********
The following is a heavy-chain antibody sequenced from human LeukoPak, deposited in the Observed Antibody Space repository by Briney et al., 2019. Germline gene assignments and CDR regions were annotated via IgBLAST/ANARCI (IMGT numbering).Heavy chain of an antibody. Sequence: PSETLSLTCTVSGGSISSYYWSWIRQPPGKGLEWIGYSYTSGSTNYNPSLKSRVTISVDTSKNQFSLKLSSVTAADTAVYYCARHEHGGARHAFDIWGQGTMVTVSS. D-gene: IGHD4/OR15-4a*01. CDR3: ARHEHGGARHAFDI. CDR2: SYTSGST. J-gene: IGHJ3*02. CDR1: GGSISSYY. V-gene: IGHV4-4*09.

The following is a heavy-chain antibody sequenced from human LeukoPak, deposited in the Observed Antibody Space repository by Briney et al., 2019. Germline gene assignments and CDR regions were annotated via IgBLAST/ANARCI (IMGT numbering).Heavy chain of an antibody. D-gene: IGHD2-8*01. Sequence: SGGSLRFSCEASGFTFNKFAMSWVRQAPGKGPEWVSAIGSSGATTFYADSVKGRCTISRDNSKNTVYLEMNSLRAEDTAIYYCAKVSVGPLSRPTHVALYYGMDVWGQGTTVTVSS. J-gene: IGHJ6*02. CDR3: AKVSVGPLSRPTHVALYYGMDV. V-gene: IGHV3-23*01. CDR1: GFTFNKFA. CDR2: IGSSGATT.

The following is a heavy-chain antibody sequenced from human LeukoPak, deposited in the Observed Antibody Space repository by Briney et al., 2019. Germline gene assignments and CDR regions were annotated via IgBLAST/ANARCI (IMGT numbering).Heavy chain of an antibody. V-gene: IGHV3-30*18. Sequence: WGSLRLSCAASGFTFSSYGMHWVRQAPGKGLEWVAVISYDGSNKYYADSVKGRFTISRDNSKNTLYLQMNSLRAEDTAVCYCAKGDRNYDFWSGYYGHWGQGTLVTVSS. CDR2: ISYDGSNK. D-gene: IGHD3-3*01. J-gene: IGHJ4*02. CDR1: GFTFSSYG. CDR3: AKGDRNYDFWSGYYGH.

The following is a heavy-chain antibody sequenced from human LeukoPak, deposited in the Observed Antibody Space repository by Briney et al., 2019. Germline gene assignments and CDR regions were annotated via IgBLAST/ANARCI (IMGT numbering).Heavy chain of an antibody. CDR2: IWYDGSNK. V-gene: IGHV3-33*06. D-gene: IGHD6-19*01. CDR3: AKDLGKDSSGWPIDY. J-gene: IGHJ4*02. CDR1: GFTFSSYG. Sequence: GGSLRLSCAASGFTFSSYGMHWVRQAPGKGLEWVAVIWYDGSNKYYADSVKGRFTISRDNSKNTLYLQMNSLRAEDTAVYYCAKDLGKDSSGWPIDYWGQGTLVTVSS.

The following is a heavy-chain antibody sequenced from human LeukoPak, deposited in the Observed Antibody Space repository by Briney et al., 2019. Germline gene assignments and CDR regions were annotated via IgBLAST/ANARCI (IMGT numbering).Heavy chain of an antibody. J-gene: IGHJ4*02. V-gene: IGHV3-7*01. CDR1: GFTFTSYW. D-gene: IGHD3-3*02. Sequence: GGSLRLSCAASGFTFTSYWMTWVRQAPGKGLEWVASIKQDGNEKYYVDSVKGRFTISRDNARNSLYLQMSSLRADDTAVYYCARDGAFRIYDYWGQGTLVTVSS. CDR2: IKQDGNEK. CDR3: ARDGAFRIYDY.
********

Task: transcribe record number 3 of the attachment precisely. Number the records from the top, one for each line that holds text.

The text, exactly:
The following is a heavy-chain antibody sequenced from human LeukoPak, deposited in the Observed Antibody Space repository by Briney et al., 2019. Germline gene assignments and CDR regions were annotated via IgBLAST/ANARCI (IMGT numbering).Heavy chain of an antibody. V-gene: IGHV3-30*18. Sequence: WGSLRLSCAASGFTFSSYGMHWVRQAPGKGLEWVAVISYDGSNKYYADSVKGRFTISRDNSKNTLYLQMNSLRAEDTAVCYCAKGDRNYDFWSGYYGHWGQGTLVTVSS. CDR2: ISYDGSNK. D-gene: IGHD3-3*01. J-gene: IGHJ4*02. CDR1: GFTFSSYG. CDR3: AKGDRNYDFWSGYYGH.